Escaping “assembly-line instruction”: Design.ed as a desirable education style?
Education has been a topic touched by various disciplines, organizations and governments. But as important as it is, not many radical moves have been undertaken in places like in my home country. Today I attended a lecture in the “Center for Children, Relationships and Culture“, part of the Human Development Dept. at the University of Maryland where Dr. Rogoff presented research on the way kids [her biggest studies are from indigenous Mesoamerica or kids with that heritage] learn. Her insights suggested that kids from this area have what she calls a learning through Intent Community Participation. As she mentions: “where children are included in a wide range of activities, they are keen observers and learn through contributing to the ongoing activities of their community.” On the contrary, the way the average American is educated is through what she calls: “Assembly line Instruction“. She indicates: “Unlike learning through Intent Community Participation Assembly-Line instruction controls learners’ attention, motivation, and behavior in settings isolated from productive contributions to the community“. In her work, she exposes the benefits of going for a more engaging education that touches reality and ongoing participation.
SIMILARITIES WITH EDUCATION IN DESIGN
As soon as Dr. Rogoff presented the characteristics of Intent Community Participation instruction, I started to think: this looks very much like education in design…. Diagram: CM, Adapted from Dr. Barbara Rogoff 2011
No wonder why people are talking about incorporating some design-ed strategies in the schooling system. Design, and its project based studios are essentially derived from the times of the Ateliers at the Ecole de Beaux Arts and then at the Bauhaus [Read: A History of the Studio-based Learning Model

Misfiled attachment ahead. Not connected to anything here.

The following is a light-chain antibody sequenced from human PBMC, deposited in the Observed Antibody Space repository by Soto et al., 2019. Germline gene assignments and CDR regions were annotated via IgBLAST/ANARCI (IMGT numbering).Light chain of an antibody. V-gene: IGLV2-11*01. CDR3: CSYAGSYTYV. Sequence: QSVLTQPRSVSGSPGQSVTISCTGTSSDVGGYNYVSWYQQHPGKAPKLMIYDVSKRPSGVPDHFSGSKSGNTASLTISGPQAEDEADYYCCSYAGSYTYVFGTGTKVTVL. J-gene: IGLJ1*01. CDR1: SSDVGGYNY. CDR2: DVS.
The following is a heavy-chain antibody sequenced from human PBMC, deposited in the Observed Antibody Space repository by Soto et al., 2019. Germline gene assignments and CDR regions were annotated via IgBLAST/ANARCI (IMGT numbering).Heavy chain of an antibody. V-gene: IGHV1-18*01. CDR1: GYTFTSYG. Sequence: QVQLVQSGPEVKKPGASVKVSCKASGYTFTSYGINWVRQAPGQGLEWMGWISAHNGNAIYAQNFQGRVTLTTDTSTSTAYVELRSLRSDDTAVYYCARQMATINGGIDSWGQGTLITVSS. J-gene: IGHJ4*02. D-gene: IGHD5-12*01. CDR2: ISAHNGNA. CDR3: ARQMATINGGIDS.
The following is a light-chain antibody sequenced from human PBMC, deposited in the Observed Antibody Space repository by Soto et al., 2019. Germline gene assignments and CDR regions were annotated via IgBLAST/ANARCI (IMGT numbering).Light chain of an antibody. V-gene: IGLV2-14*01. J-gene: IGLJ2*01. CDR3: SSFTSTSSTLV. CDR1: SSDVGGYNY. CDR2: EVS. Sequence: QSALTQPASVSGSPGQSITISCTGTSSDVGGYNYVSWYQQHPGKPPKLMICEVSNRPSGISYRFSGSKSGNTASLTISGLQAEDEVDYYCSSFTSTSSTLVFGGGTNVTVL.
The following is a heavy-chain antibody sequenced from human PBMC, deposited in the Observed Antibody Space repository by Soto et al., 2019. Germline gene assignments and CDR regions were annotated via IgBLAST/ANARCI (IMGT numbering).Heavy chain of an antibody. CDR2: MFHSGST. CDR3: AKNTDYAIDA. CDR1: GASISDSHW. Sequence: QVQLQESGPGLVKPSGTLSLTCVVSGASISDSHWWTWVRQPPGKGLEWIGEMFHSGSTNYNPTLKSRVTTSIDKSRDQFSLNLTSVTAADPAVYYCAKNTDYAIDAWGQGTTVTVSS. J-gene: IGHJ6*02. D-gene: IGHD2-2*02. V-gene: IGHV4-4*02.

Jeffery A. Lackney ] and even further seen in the arts and crafts learning in the Middle Ages. Even though today, as an academic, I am questioning the “master and apprentice” teaching; as an instructor I see the benefits of Studio-based learning in the same way I see the benefits of Rogoff’s model of intent community participation learning model. Today, in design instruction, students are frequently coordinated to work in teams and to have a common agenda between them where the leadership roles switch depending on the projects they face. Also, and as I have done in a bunch of my courses, students are more and more encouraged to have a real endeavor in the course. To have a real project where they can participate actively with stakeholders, communities and organizations. They are not just learning the theory but applying it to a real purpose framed, generally speaking, by them. The ideal way that the instructor assesses the student’s work is through direct feedback embodied in what we call desk critiques. Still, I might say that I find group critiques more effective as the students can learn from their peers. For my surprise, in Chile, group critiques are more frequent and a normal practice compared to the States. Here, in the US, there is a level or “protection” to the student’s ego [pr self-confidence] by hiding grades or performance from others. Lastly, storytelling and narratives are an essential part from studio-based learning. And not just the verbal performance but also the non-verbal one. How the student constructs narratives [verbal-visual-performing] to communicate their novel ideas or insights coming from their fieldwork are.
No wonder why the studio-based learning has assets and techniques that could be incorporated as a way of instruction in lower and higher education. Let’s give it a try….